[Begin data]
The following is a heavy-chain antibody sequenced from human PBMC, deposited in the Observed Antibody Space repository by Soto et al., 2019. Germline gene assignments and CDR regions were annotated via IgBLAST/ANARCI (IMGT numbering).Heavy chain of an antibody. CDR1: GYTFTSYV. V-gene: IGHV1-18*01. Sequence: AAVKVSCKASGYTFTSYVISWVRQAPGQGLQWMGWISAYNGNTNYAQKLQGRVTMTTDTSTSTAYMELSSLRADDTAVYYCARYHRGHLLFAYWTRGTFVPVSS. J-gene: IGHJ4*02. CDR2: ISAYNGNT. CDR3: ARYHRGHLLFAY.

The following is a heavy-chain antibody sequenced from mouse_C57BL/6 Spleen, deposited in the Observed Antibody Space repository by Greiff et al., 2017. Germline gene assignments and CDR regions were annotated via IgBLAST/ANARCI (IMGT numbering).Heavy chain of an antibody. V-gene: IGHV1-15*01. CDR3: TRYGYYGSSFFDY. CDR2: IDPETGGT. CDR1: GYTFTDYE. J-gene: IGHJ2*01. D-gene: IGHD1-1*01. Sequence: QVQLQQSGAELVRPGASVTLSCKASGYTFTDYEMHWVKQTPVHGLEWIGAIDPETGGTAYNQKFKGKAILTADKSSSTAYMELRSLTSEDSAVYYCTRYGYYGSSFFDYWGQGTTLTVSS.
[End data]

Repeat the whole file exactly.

The following is a heavy-chain antibody sequenced from human PBMC, deposited in the Observed Antibody Space repository by Soto et al., 2019. Germline gene assignments and CDR regions were annotated via IgBLAST/ANARCI (IMGT numbering).Heavy chain of an antibody. CDR1: GYTFTSYV. V-gene: IGHV1-18*01. Sequence: AAVKVSCKASGYTFTSYVISWVRQAPGQGLQWMGWISAYNGNTNYAQKLQGRVTMTTDTSTSTAYMELSSLRADDTAVYYCARYHRGHLLFAYWTRGTFVPVSS. J-gene: IGHJ4*02. CDR2: ISAYNGNT. CDR3: ARYHRGHLLFAY.

The following is a heavy-chain antibody sequenced from mouse_C57BL/6 Spleen, deposited in the Observed Antibody Space repository by Greiff et al., 2017. Germline gene assignments and CDR regions were annotated via IgBLAST/ANARCI (IMGT numbering).Heavy chain of an antibody. V-gene: IGHV1-15*01. CDR3: TRYGYYGSSFFDY. CDR2: IDPETGGT. CDR1: GYTFTDYE. J-gene: IGHJ2*01. D-gene: IGHD1-1*01. Sequence: QVQLQQSGAELVRPGASVTLSCKASGYTFTDYEMHWVKQTPVHGLEWIGAIDPETGGTAYNQKFKGKAILTADKSSSTAYMELRSLTSEDSAVYYCTRYGYYGSSFFDYWGQGTTLTVSS.